Cruz and Lee want to allow insurers to offer cheap, bare-bones plans alongside those that meet the more comprehensive coverage requirements of Obamacare. Critics in both parties say the proposal would essentially put people with pre-existing conditions in the Obamacare insurance pool and allow young, healthy people to buy cheaper plans in a separate pool.
But Lee wrote in a tweet Thursday morning that he hasn’t seen the new language of the amendment added to the bill and is "withholding judgment."
Republican leaders asked the CBO to provide an analysis with, and without, the provision.
Cruz said Thursday he won’t vote to let the health bill advance unless his proposal, or something very similar, is sent to the full Senate.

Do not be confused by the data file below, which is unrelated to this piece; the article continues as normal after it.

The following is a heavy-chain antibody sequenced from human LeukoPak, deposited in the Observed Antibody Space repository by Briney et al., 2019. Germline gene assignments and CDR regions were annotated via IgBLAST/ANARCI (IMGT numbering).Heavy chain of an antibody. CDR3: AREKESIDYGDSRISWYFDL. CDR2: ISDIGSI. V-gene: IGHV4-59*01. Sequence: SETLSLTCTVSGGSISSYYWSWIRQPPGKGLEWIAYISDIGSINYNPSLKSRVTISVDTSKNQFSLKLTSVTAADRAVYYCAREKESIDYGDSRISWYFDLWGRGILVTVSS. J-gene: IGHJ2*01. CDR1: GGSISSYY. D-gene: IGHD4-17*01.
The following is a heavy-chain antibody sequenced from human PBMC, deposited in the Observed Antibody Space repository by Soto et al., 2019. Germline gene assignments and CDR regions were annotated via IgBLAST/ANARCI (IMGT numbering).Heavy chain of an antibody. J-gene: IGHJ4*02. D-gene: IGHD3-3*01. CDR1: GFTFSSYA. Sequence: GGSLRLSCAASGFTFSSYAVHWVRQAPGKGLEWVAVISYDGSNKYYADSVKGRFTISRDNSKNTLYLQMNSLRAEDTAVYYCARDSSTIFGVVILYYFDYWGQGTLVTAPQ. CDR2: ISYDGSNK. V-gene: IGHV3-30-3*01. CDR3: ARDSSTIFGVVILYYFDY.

“The bill will not have the votes to go forward if there are not meaningful protections for consumer freedom that significantly lower premiums,” Cruz told reporters.
But health insurers have said the plan backed by Cruz would destabilize the insurance market and undermine protections for sick people. The BlueCross BlueShield Association called the Cruz plan “unworkable.”
America’s Health Insurance Plans, the industry’s main lobbying group, said his proposal would hurt the market by dividing healthy and sick people into separate groups. The sick people, AHIP said, would face extraordinarily high premiums, or might not be able to find coverage.
For the overall measure to pass, and Republicans to live up to their promise to eliminate President Barack Obama’s signature domestic accomplishment, they can lose no more than two GOP votes from their 52-48 majority amid unanimous Democratic opposition.
Without having seen McConnell’s latest plan, more than half a dozen Republican and Democratic senators have discussed alternatives -- a bipartisan approach that would infuriate conservatives and probably would be a hard sell in the House, where lawmakers in May passed their own plan to gut Obamacare.